NBC’s Constantine Casts New Female Lead; John Will Smoke But Definitely Won’t Be Bisexual
Definitely won't be on fire.
Fans of the character have had three major concerns with the upcoming show: as a network show, will it be allowed to incorporate John Constantine’s notorious smoking habit; whether the show will contain any trace of his canonical bisexuality, and what’s going on with the series’ secondary lead, recently removed from the show, with a planned replacement.
That last one is the easiest to answer: Angelica Celaya has joined the cast of the show as Zed, a character from the comics who already has her own ties to the occult community before she ever meets John Constantine. This stands in contrast to the pilot’s secondary lead, Liv, who was intended as a newcomer to the world of the supernatural, one who would develop a mentor/student relationship with Constantine himself. But once the time came to flesh out the series beyond the pilot, the writers say they found themselves “in a corner” of their own making, and decided to give their main lead more of an equal partner. From executive producer Daniel Cerone:
[Angelica Celaya’s Zed is] someone who can go toe-to-toe with John [Constantine], and that’s ultimately something we felt like we needed,” said executive producer Daniel Cerone of the new DC Comics character to be introduced early in the season. “We wanted a more dynamic relationship, as opposed to someone who is a teacher/mentor and a student. It just didn’t feel as fertile and rich of an area as just a strong a man and a strong woman who are both very different.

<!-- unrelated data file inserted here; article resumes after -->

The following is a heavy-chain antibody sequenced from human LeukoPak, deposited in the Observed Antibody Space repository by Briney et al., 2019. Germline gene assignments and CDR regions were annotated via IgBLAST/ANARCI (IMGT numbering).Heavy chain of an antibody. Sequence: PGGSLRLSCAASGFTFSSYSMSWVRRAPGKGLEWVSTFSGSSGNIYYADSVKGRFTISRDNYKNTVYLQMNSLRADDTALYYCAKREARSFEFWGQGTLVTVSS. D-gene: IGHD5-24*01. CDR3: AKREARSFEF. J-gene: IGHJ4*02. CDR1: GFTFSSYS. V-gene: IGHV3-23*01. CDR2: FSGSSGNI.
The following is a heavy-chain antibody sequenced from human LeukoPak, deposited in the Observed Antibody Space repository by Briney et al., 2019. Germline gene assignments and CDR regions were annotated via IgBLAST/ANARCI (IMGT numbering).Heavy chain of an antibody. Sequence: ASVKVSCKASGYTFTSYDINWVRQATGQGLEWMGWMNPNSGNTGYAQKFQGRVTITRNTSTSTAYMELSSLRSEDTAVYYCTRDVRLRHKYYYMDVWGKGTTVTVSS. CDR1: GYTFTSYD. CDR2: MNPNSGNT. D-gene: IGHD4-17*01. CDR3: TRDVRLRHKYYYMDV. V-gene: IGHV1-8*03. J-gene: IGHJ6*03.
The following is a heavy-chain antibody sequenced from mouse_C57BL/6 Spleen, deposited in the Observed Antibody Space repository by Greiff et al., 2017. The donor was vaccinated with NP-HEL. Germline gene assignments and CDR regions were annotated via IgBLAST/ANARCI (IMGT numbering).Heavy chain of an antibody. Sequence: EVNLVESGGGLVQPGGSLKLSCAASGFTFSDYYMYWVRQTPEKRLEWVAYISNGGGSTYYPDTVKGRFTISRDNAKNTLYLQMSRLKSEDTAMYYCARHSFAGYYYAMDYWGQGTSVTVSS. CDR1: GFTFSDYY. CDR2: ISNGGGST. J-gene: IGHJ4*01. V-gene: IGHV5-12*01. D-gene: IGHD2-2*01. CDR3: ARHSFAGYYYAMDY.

As for Constantine’s notorious smoking habit (famously, the character develops lung cancer and evades death and hell by cheating the devil out of his own soul), the production is making the effort to keep it in the series, even if network standards prevent them from ever actually showing John taking a puff. Yes, these are the same network standards that let all that crazy stuff in Hannibal happen, but a cigarette is too far. While previous reports said he would not smoke, the production explored a number of options to allude to the habit without him actually having it, from the patch, to nicotine gum, but ultimately, according to David Goyer, ” We thought [showing him] having to snub something out is more truthful.”
And it’s nice that that’s one aspect of the character the folks behind Constantine think is an important detail, but I sure wish that effort extended to the character’s canonical bisexuality. According to Cerone, smoking cigarettes is an important part of the character, but his sex life? Not so much.
I believe Constantine has a very healthy sex life, we’re not going to see that on TV… In those comic books, John Constantine aged in real time. Within this tome of three decades [of comics] there might have been one or two issues where he’s seen getting out of bed with a man. So [maybe] 20 years from now? But there are no immediate plans.
It’s true: the comics which establish John as being attracted to men as well as women are few and far between. However, A) One does not have to sleep with equal numbers of men and women, nor must one have slept with one of both in any given time frame, to identify as bisexual. In fact, you don’t have to sleep with anybody at all in order to identify as a person who finds both men and women attractive. But additionally, B) Even if you don’t think there’s a strong case for the “canon” of Constantine being a bisexual man, it is still one of the options that are available to be included in his character in an adaptation, in the same way that Batman’s various costumes, or Superman’s various power levels are among the array of ideas that can be incorporated into a new version of the character. The creators of Constantine have decided not to go with that option, to go with the status quo instead of increasing the diversity of representation in the current TV landscape. And that’s disappointing.
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